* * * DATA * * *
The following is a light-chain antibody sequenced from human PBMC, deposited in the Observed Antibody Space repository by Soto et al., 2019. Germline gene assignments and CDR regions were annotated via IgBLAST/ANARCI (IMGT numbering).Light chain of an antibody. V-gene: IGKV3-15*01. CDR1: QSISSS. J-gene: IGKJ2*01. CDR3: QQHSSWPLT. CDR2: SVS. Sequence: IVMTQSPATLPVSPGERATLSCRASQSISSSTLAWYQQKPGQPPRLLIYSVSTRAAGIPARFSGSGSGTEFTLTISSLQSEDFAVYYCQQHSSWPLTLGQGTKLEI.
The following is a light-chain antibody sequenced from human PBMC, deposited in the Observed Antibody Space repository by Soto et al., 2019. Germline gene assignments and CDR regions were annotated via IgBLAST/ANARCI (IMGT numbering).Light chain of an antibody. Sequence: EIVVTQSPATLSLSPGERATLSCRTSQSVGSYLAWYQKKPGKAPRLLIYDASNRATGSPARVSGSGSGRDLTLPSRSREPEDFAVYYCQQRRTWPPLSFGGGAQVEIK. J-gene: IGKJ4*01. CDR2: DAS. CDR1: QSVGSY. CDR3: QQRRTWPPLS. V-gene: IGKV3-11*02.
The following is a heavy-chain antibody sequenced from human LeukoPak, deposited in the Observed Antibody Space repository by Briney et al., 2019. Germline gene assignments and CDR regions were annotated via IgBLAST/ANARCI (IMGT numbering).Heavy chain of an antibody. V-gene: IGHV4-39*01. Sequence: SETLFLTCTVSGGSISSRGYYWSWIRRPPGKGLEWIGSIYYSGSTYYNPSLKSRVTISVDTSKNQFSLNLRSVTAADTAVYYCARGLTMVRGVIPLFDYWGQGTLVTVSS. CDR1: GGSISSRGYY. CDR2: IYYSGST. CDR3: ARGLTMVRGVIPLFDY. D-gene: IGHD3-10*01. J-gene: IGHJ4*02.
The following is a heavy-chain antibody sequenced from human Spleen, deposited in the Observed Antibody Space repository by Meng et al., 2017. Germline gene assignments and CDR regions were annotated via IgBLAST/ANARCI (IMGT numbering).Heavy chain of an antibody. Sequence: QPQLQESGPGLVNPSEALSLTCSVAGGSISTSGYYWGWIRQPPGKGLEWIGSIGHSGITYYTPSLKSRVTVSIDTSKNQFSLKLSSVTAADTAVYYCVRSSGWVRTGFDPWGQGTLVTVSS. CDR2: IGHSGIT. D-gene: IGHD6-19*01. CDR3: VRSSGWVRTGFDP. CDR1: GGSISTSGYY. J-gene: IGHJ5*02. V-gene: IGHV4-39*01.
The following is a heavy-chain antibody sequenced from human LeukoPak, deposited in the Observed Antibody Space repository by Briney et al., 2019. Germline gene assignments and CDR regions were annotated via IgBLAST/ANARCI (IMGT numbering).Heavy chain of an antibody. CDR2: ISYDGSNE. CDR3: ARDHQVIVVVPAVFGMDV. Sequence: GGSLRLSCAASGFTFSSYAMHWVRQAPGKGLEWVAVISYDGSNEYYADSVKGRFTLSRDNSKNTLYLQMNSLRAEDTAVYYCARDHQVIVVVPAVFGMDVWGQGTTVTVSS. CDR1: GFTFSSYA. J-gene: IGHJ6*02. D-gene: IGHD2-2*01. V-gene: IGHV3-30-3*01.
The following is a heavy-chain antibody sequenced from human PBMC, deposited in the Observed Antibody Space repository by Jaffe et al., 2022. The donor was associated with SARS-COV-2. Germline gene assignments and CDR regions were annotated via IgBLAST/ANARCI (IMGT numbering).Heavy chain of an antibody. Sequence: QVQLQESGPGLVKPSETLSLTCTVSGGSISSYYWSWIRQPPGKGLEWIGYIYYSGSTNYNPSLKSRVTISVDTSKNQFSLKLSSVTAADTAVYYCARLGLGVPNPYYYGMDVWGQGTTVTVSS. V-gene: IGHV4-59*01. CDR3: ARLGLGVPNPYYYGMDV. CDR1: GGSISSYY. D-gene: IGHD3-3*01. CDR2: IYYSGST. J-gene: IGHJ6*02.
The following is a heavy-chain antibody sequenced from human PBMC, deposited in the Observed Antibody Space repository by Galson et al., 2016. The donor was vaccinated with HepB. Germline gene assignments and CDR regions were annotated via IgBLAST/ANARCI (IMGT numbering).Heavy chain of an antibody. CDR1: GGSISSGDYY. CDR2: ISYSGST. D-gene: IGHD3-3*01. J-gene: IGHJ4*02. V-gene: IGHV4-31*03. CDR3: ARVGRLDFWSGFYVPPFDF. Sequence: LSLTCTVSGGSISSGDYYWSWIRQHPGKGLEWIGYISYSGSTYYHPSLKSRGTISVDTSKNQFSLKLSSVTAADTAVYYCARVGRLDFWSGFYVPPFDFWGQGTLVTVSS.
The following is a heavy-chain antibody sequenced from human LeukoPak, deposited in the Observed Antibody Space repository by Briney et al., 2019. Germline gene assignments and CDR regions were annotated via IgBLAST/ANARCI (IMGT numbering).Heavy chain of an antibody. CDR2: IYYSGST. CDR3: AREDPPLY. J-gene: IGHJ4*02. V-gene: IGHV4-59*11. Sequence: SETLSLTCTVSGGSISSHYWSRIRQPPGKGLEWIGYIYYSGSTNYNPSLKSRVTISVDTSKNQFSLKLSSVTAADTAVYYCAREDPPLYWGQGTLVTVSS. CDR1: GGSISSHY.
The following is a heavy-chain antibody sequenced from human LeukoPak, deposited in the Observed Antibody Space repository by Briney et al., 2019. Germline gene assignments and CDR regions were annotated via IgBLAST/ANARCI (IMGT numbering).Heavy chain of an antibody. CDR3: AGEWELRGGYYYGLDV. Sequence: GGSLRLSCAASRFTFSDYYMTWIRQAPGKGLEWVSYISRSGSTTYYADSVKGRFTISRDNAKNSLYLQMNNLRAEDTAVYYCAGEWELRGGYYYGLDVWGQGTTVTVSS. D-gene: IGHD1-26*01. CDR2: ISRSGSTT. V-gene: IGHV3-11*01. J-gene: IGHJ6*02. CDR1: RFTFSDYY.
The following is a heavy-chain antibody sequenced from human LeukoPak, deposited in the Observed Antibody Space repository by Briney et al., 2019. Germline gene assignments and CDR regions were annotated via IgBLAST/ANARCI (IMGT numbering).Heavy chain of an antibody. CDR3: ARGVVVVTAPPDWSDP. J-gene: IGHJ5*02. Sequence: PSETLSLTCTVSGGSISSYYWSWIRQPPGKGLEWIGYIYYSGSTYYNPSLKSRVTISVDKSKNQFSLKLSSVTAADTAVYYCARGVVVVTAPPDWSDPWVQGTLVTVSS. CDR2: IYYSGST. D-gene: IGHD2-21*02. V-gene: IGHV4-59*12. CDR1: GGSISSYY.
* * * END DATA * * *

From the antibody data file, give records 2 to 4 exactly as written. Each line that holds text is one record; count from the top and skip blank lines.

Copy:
The following is a light-chain antibody sequenced from human PBMC, deposited in the Observed Antibody Space repository by Soto et al., 2019. Germline gene assignments and CDR regions were annotated via IgBLAST/ANARCI (IMGT numbering).Light chain of an antibody. Sequence: EIVVTQSPATLSLSPGERATLSCRTSQSVGSYLAWYQKKPGKAPRLLIYDASNRATGSPARVSGSGSGRDLTLPSRSREPEDFAVYYCQQRRTWPPLSFGGGAQVEIK. J-gene: IGKJ4*01. CDR2: DAS. CDR1: QSVGSY. CDR3: QQRRTWPPLS. V-gene: IGKV3-11*02.
The following is a heavy-chain antibody sequenced from human LeukoPak, deposited in the Observed Antibody Space repository by Briney et al., 2019. Germline gene assignments and CDR regions were annotated via IgBLAST/ANARCI (IMGT numbering).Heavy chain of an antibody. V-gene: IGHV4-39*01. Sequence: SETLFLTCTVSGGSISSRGYYWSWIRRPPGKGLEWIGSIYYSGSTYYNPSLKSRVTISVDTSKNQFSLNLRSVTAADTAVYYCARGLTMVRGVIPLFDYWGQGTLVTVSS. CDR1: GGSISSRGYY. CDR2: IYYSGST. CDR3: ARGLTMVRGVIPLFDY. D-gene: IGHD3-10*01. J-gene: IGHJ4*02.
The following is a heavy-chain antibody sequenced from human Spleen, deposited in the Observed Antibody Space repository by Meng et al., 2017. Germline gene assignments and CDR regions were annotated via IgBLAST/ANARCI (IMGT numbering).Heavy chain of an antibody. Sequence: QPQLQESGPGLVNPSEALSLTCSVAGGSISTSGYYWGWIRQPPGKGLEWIGSIGHSGITYYTPSLKSRVTVSIDTSKNQFSLKLSSVTAADTAVYYCVRSSGWVRTGFDPWGQGTLVTVSS. CDR2: IGHSGIT. D-gene: IGHD6-19*01. CDR3: VRSSGWVRTGFDP. CDR1: GGSISTSGYY. J-gene: IGHJ5*02. V-gene: IGHV4-39*01.